|Publication number||US6231199 B1|
|Application number||US 09/537,298|
|Publication date||May 15, 2001|
|Filing date||Mar 29, 2000|
|Priority date||Jul 1, 1999|
|Also published as||CA2377864A1, CN1228566C, CN1359460A, DE60033815D1, DE60033815T2, EP1194718A1, EP1194718B1, WO2001002773A1|
|Publication number||09537298, 537298, US 6231199 B1, US 6231199B1, US-B1-6231199, US6231199 B1, US6231199B1|
|Inventors||Kenneth K. Li|
|Original Assignee||Cogent Light Technologies, Inc.|
|Export Citation||BiBTeX, EndNote, RefMan|
|Patent Citations (18), Referenced by (30), Classifications (17), Legal Events (6)|
|External Links: USPTO, USPTO Assignment, Espacenet|
This application claims the benefit of Provisional Ser. Nos. 60/141,832 filed July 1, 1999 and 60/178,700 filed Jan. 28, 2000.
This invention relates generally to illumination systems and more particularly relates to optical systems for collecting and condensing electromagnetic radiation down to a very small spot size for coupling to a target.
One of the major goals when collecting and condensing radiation, particularly visible light, from a source into a target is the maximization of the brightness of the light at the target. Various configurations using on-axis elliptical and parabolic reflectors, and off-axis reflectors of various shapes have been used. Since the brightness of the image created at the target theoretically only can be conserved in an ideal optical system (and is reduced in a non-ideal system) it is impossible to increase the total flux at the target above the amount which is emitted by the source.
One common technique used to combat this fundamental limitation is the use of an arc lamp as the source in combination with a retro-reflector such that the light emitted from one side of the arc lamp is redirected by the retro-reflector back through the arc. Since the absorption of the reflected light by the arc is very small, light emitted from the opposite side of the arc lamp comprises both the light radiating from the arc itself as well as the retro-reflected light. Thus, the total light flux emitted from the side of the lamp opposite the retro-reflector is effectively doubled. Other prior art methods have extended this concept by reflecting light from the arc back into itself multiple times, thus increasing the flux further as in U.S. Pat. No. 4,957,759 to Goldenberg et al.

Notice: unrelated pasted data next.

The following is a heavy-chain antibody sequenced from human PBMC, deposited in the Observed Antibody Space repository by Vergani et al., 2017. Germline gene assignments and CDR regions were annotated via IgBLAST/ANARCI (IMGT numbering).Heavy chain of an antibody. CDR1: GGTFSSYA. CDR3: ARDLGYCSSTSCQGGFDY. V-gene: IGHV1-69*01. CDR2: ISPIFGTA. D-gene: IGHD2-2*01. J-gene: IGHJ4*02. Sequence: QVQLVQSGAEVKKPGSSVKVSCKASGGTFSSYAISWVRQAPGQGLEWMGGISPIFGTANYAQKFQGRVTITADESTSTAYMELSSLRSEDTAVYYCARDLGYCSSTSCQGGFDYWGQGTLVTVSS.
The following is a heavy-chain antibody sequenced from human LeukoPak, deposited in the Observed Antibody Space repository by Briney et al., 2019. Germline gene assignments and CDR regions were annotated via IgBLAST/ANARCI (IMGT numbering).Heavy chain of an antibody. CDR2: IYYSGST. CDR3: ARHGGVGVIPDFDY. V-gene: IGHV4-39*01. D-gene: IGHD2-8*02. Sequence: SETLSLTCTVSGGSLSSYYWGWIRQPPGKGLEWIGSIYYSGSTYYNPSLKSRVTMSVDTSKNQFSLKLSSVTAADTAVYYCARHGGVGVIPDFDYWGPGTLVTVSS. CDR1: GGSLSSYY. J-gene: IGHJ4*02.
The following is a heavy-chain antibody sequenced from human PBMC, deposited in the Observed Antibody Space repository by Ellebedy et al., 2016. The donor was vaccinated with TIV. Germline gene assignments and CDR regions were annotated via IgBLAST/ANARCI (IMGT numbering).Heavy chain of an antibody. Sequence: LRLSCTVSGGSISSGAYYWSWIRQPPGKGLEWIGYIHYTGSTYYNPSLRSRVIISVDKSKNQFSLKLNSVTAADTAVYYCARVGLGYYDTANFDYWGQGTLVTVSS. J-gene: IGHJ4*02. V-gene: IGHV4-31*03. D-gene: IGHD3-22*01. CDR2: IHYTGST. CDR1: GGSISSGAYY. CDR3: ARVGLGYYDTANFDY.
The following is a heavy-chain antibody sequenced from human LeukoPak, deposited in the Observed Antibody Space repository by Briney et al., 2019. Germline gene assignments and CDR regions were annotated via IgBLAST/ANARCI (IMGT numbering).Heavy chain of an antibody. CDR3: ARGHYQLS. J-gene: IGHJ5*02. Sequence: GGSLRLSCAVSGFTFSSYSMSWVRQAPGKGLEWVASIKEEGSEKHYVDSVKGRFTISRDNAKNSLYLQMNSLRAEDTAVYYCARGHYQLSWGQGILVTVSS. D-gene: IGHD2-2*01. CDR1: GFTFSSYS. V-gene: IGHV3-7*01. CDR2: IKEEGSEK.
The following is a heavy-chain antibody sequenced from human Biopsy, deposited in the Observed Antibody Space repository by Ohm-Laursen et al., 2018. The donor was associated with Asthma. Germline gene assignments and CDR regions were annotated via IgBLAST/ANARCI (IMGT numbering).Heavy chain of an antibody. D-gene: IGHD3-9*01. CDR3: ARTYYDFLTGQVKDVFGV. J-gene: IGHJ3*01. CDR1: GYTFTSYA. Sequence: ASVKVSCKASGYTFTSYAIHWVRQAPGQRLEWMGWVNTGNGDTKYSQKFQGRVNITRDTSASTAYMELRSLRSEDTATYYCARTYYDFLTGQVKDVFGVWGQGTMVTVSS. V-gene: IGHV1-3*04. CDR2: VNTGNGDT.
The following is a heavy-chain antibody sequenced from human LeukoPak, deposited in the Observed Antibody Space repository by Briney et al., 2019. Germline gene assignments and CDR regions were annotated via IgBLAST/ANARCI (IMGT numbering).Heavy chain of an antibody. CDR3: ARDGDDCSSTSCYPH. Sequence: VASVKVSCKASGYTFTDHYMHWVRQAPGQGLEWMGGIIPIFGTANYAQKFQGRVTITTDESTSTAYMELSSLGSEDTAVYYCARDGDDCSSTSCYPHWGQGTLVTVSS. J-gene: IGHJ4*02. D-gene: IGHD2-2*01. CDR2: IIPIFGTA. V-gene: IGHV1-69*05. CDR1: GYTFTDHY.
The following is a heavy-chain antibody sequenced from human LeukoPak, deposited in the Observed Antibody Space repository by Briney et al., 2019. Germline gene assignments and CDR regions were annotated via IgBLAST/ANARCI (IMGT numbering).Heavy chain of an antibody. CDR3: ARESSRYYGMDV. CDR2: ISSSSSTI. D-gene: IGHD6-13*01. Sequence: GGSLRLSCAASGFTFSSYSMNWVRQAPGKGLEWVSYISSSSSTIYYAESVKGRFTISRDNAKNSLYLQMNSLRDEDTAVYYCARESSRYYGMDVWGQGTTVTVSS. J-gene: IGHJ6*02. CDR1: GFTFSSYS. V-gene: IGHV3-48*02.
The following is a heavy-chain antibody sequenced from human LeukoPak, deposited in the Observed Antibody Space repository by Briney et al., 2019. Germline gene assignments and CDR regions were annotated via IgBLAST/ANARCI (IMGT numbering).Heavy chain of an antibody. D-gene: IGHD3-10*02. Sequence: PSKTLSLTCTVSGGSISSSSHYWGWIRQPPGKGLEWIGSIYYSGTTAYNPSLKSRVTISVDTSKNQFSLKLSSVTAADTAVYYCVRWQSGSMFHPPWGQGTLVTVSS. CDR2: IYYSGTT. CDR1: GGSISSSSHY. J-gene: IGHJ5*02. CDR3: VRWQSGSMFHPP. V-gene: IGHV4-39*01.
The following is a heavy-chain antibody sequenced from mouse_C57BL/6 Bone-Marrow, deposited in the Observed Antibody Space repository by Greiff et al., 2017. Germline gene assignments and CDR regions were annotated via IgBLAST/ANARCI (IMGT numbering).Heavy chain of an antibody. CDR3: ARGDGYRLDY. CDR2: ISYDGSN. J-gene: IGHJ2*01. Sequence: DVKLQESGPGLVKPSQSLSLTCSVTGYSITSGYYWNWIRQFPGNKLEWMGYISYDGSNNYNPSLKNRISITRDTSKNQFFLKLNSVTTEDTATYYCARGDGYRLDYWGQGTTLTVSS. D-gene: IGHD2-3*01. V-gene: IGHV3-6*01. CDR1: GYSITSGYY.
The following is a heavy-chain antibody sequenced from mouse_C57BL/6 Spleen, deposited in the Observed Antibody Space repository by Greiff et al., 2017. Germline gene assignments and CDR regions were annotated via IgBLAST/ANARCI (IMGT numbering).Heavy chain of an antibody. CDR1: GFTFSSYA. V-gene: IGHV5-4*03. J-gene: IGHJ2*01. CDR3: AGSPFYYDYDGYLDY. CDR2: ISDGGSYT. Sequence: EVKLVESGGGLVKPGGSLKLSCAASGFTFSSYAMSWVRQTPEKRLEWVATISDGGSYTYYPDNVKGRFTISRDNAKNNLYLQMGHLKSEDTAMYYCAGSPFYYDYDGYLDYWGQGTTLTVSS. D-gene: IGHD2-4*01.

U.S. Pat. No. 5,707,131, the specification of which is herein incorporated by reference, discloses the use of multiple lamps in combination with multiple concave reflectors to focus the image of a first lamp's arc onto another lamp's arc in an off-axis cascaded configuration. FIGS. 1a and 1 b illustrate the concept of using a cascading series of reflectors and sources aligned in an off-axis relationship for the coupling of light into a target as described in the above patent. The system comprises three main components: a plurality of sources Si, a plurality of reflectors Mi, and at least one target I.
The plurality of sources Si are typically point sources of electromagnetic radiation, such as a high intensity arc lamp having an arc gap. However, any compact source of electromagnetic radiation with a small area of emission would be suitable.